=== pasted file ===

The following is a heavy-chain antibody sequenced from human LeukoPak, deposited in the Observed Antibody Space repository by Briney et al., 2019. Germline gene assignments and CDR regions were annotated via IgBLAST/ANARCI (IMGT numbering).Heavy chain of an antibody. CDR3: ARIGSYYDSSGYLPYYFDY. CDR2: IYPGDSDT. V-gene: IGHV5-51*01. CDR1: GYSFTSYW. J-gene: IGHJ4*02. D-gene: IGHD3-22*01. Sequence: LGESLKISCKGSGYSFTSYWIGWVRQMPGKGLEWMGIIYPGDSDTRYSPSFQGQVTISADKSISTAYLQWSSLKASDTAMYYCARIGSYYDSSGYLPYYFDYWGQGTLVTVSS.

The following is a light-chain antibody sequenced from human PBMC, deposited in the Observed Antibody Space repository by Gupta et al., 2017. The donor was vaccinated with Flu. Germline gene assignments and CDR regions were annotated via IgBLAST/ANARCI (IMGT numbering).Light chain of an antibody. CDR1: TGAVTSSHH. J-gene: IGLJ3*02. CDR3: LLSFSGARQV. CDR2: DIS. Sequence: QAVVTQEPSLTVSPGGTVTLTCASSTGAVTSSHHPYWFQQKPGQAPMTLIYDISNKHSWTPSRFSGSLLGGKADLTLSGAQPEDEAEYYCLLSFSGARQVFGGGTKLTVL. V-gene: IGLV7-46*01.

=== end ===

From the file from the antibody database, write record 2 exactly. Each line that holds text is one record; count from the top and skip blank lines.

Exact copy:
The following is a light-chain antibody sequenced from human PBMC, deposited in the Observed Antibody Space repository by Gupta et al., 2017. The donor was vaccinated with Flu. Germline gene assignments and CDR regions were annotated via IgBLAST/ANARCI (IMGT numbering).Light chain of an antibody. CDR1: TGAVTSSHH. J-gene: IGLJ3*02. CDR3: LLSFSGARQV. CDR2: DIS. Sequence: QAVVTQEPSLTVSPGGTVTLTCASSTGAVTSSHHPYWFQQKPGQAPMTLIYDISNKHSWTPSRFSGSLLGGKADLTLSGAQPEDEAEYYCLLSFSGARQVFGGGTKLTVL. V-gene: IGLV7-46*01.